There are many wonderful things about being a dog owner. The playing, the walks, knowing that your dog wouldn’t do a damn thing to stop a robber but would, without hesitation, risk its life to protect you and your loved ones from squirrels. These things, however, pale in comparison to one of the true joys of having a furry friend. I’m talking, of course, about standing on the grass for unbelievably long periods of time waiting for your dog to pee.
My wife Julie and I adopted Chloe (the Wonder Shih Tzu™) last August. Since then, I estimate we’ve spent roughly 14,285 hours waiting for Chloe to pee (that’s 45 years in dog time). It’s not as dull as it sounds. See, “waiting” implies you’re merely standing around, checking your watch every ten seconds, your anxiety level rising because you’ve got to catch the train to get to work on time and the clock continues to tick, meanwhile Chloe is having a gay ol’ time sniffing around yet failing to do anything that resembles peeing and, for the love of God, you’re going to miss that train! No, our morning pee trips are considerably more engaging than that—largely due to the amount of begging involved.
“Okay, Chlo. Time to pee!”
“Goooo, good girl. Let’s peeeeee!”
These requests accomplish two things:
- Chloe staring up at us and rolling her eyes to say “I don’t watch you pee, dude.”
- Strange looks from passerbys who likely thought we were perfectly normal dog owners at first but, after witnessing this ordeal, now look at us much like you would at the guy sitting on the mall bench, big globs of drool falling from his mouth as he clutches a high heel to his chest.
Naturally, this ordeal begs the question, “if Chloe isn’t peeing during this time, what is she doing?” (as opposed to the more obvious question: “whatinthehell is wrong with you?!?”). Good question. If you must know (and she’d be soooo embarrassed that I’m telling you this), Chloe is what you’d call a yenta. For those of you who don’t speak Yiddish or own the Mel Brooks Anthology, yenta means a “busybody” or “gossip.” The original paparazzi, if you will. And that’s Chloe.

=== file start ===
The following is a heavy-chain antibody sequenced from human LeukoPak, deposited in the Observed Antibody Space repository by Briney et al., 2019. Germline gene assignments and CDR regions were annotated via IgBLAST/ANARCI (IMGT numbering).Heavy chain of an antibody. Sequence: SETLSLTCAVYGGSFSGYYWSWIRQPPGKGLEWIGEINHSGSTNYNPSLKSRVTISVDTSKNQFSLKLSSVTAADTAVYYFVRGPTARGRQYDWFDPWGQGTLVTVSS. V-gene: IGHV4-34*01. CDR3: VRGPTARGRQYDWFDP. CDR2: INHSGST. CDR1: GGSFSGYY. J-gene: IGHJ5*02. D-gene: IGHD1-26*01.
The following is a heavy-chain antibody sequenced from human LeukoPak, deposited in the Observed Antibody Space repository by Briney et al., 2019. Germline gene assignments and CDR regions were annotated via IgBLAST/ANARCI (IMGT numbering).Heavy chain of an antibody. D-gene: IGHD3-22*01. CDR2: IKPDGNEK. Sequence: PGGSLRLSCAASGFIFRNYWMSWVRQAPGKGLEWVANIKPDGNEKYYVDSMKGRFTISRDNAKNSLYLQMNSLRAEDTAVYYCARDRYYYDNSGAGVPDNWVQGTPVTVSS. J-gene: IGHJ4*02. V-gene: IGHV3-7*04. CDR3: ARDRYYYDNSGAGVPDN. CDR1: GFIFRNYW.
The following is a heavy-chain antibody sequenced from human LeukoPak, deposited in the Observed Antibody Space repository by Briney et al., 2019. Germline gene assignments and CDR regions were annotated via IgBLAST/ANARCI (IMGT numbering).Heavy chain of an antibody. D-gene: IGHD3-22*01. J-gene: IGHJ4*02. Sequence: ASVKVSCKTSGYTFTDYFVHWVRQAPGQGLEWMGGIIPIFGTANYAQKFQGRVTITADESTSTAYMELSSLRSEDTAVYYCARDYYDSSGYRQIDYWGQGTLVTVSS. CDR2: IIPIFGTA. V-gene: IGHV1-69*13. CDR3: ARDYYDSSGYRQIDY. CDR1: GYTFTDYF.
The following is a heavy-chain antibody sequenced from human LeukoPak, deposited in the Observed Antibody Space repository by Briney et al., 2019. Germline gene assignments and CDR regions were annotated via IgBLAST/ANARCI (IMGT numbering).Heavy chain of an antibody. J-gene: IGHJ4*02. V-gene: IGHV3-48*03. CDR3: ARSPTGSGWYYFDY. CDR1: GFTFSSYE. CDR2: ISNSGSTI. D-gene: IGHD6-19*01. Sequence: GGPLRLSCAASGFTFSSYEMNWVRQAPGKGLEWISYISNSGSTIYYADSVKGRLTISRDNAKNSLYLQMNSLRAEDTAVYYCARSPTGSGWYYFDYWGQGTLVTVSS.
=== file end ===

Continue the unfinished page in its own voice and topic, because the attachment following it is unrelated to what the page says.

If someone is pulling out of their driveway four miles away, she’ll hear the running engine and want to check it out. If another dog is peeing in another zip code, she’ll want to smell it (the dog and the pee, that is). And don’t even get me started about what happens if she sees a squirrel. “Stop, Chlo!” I’ll shout as this 17 lb. ball of fur and crooked teeth is pulling me cartoon strip-style across the grass in a frantic effort to catch the squirrel.
Anyway, once everybody—and everything—in the continental US finally cooperates and gives Chloe the complete peace and quiet she needs, then, AND ONLY THEN, will she squat down. Julie and I celebrate this triumphant act with the type of celebration you’d bestow upon someone for a truly spectacular accomplishment such as winning an Olympic gold medal or resisting the urge to make fun of a really bad toupee.
“YAY, CHLOE!,” we’ll shout. “GOOD GIRL!” (I won’t even tell you about the types of looks people give us here).
Now Chloe wasn’t always a slow pee-er, mind you. There was that time, last September, when the vet, in an effort to control Chloe’s allergies, put her on steroids. Two words: ‘roid rage. Seriously. The steroids turned Chloe from Wonder Shih Tzu into Shih Tzu Badass. Among the side effects of the steroids was a sudden increase in energy, a desire to devour anything resembling food, and Chloe shaving 5 seconds off her 440 time. And then there was her increased thirst. When she wasn’t killing a pack of bubble gum (again, seriously), she was inhaling her water dish. Which, of course, meant she was peeing. A lot.
We’d take her outside and before she even had a chance to plot her squirrel-killing strategy, she’d pee. Then, on our way back inside the house, she’d pee again. Of course, it’d be wrong to keep Chloe on steroids just so she’ll pee faster. I mean, aside from the ‘roid rage, we’d have those pesky random urine tests to worry about. I guess that means we need to find another way to move the peeing process along.
We’ve talked to the vet and he suggested using some sort of a reward system to encourage quick peeing. You know, she pees and we give her a treat, such as a dog biscuit or a blueberry. I’m all for trying this idea though, to be honest, I think the key element here is selecting the right treat. Can you say “squirrel”?